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Learning from an Early Childhood Chinese Immersion Program in the Heart of Texas
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With support from the Ministry of Education, NTNU launched an overseas education internship program titled “Immersive Bilingual Education - American Kindergarten Education Internship” in Austin, Texas, this January. Led by Associate Professor Hsiu-Chen Wei of the NTNU Department of Child and Family Science, four aspiring preschool educators underwent a rigorous selection and pre-training process before participating in an immersive bilingual education experience. This experience took place at the Little Tiger Chinese Immersion School (LT School) from January 13 to February 9, 2024. The program not only sought to explore innovative teaching methodologies but also aimed to enhance cross-cultural understanding and bilingual education strategies.

Describing the educational approach at LT School, Internship Program Director and Assistant Professor Emily Yip from the School of Teacher Education said, 'Little Tiger School adopts an immersive Chinese teaching methodology. By integrating language, subject content, games, and activities into the curriculum, the school ensures that language learning is seamlessly embedded into children’s daily school routines.' She further highlighted the significance of the school's approach in a predominantly English-speaking country: 'Understanding how LT School promotes Chinese immersion in the United States can offer valuable insights for the development of bilingual teaching models for young children in Taiwan.'

Prior to the internship period, the NTNU team engaged in extensive online training sessions with teaching staff at LT School to ensure a smooth transition on arrival. While at LT, teachers-in-training Chiao-Ju (Cherry) Lai, Yeh-Chiao (Jolena) Lin, Yu-Ting (Caroline) Kao, Yu-Tzu (Letitia) Liu, participated in the immersive Chinese-language learning environment at LT School. They observed classroom and administrative management and engaged in feedback and discussions after assisting lead teachers in classrooms to integrate immersive language learning techniques into their teaching practices.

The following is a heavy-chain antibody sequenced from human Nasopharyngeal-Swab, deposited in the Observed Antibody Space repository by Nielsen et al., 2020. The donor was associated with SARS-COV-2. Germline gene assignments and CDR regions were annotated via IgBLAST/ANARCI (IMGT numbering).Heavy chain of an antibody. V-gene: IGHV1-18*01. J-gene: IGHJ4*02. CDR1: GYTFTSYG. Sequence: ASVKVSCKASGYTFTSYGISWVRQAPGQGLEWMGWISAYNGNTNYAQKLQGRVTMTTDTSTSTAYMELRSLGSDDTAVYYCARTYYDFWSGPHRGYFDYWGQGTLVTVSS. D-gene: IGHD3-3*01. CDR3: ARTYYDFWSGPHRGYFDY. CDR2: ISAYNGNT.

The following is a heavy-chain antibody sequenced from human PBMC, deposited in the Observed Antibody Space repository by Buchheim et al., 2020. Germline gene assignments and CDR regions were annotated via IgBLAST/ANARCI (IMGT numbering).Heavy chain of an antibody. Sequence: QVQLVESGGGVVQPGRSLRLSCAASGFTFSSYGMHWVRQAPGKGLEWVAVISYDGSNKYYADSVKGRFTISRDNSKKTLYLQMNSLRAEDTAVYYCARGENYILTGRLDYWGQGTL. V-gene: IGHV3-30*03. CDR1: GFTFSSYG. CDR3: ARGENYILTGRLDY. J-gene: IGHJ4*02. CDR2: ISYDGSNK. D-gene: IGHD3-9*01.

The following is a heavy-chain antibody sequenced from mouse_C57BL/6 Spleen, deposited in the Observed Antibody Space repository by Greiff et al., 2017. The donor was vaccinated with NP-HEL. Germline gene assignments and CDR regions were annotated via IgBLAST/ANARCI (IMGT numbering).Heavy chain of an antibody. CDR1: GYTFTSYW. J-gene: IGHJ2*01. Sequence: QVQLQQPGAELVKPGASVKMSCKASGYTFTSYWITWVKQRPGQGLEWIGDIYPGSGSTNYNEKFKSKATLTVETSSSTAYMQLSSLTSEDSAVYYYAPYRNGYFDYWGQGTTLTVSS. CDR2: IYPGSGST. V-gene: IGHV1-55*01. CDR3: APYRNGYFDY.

Over the internship period, the four early-childhood education teachers-in-training conducted several teaching demonstrations, gaining invaluable feedback from both the children and fellow teachers that helped refine their teaching plans and execution. They were especially inspired by the close collaboration and interaction between teaching staff and school administration, with the school principal providing both psychological and practical support (from assisting in classroom activities to taking photos and videos of memorable events for the children).

LT School's immersive Chinese teaching model stands distinct from traditional bilingual teaching models. The school's principal emphasized the philosophy behind immersive teaching of fostering language acquisition through environmental exposure rather than through direct instruction. 'Immersive teaching transcends the conventional language course format. It's about creating an environment where teachers continuously use the target language, enabling children to learn it in a natural, unforced manner,' he said.

Associate Professor Hsiu-Chen Wei and the teachers-in-training all noted that in this unique teaching environment, kindergarten children not only learn Chinese language but also immerse themselves in its rich cultural nuances, viewing the language as a powerful tool.

The LT School's multicultural and diverse learning environment presents both opportunities and challenges in curriculum design and teaching. Teachers strive to provide creative and goal-oriented courses, catering to the varied learning needs of their students.

In addition to their internship at LT School, the NTNU team also visited the Children’s Research Center at the University of Texas at Austin, gaining insights into early childhood cognitive development research. The teachers-in-training also had an opportunity to participate in a simulated experiment on testing for young children, which provided a glimpse into the construction of early childhood development theories.

Reflecting on the entire internship experience, the NTNU team noted that the LT School encouraged proactive exploration and learning in young children by placing an emphasis on the children’s emotional value, by creating a classroom environment on a foundation of love and gratitude, and by providing opportunities to experience diverse cultures. Seeing, firsthand, the LT School’s philosophy put into practice in emotional and cultural education was a inspiring and fruitful experience for the team.

Assistant Professor Emily Yip and Associate Professor Hsiu-Chen Wei acknowledged the impact of this internship experience and said that the comprehensive view of LT School’s educational practices, administration, and the professional community of educators, will inspire profound reflections on the team's professional practice in education, and encourage continued growth and improvement in future teaching methodologies.

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